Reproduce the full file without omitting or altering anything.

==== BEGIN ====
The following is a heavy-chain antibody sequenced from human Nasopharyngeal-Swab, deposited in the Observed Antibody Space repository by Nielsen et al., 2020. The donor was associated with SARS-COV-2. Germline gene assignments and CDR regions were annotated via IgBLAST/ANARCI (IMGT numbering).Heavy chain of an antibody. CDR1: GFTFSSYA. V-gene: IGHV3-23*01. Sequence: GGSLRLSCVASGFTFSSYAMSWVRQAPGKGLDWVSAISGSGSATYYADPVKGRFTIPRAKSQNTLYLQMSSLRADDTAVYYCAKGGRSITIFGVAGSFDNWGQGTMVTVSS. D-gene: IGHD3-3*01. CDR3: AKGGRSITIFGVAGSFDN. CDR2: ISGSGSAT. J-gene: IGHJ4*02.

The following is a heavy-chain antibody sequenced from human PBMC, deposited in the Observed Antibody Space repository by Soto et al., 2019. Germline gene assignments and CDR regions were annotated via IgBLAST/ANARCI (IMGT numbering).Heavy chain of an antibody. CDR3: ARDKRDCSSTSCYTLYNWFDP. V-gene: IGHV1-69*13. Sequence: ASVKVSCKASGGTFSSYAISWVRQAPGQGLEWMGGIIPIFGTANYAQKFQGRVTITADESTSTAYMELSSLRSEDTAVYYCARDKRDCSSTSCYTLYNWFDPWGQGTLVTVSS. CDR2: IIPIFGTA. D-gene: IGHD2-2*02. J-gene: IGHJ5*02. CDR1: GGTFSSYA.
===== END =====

The following is a heavy-chain antibody sequenced from human Nasopharyngeal-Swab, deposited in the Observed Antibody Space repository by Nielsen et al., 2020. The donor was associated with SARS-COV-2. Germline gene assignments and CDR regions were annotated via IgBLAST/ANARCI (IMGT numbering).Heavy chain of an antibody. CDR1: GFTFSSYA. V-gene: IGHV3-23*01. Sequence: GGSLRLSCVASGFTFSSYAMSWVRQAPGKGLDWVSAISGSGSATYYADPVKGRFTIPRAKSQNTLYLQMSSLRADDTAVYYCAKGGRSITIFGVAGSFDNWGQGTMVTVSS. D-gene: IGHD3-3*01. CDR3: AKGGRSITIFGVAGSFDN. CDR2: ISGSGSAT. J-gene: IGHJ4*02.

The following is a heavy-chain antibody sequenced from human PBMC, deposited in the Observed Antibody Space repository by Soto et al., 2019. Germline gene assignments and CDR regions were annotated via IgBLAST/ANARCI (IMGT numbering).Heavy chain of an antibody. CDR3: ARDKRDCSSTSCYTLYNWFDP. V-gene: IGHV1-69*13. Sequence: ASVKVSCKASGGTFSSYAISWVRQAPGQGLEWMGGIIPIFGTANYAQKFQGRVTITADESTSTAYMELSSLRSEDTAVYYCARDKRDCSSTSCYTLYNWFDPWGQGTLVTVSS. CDR2: IIPIFGTA. D-gene: IGHD2-2*02. J-gene: IGHJ5*02. CDR1: GGTFSSYA.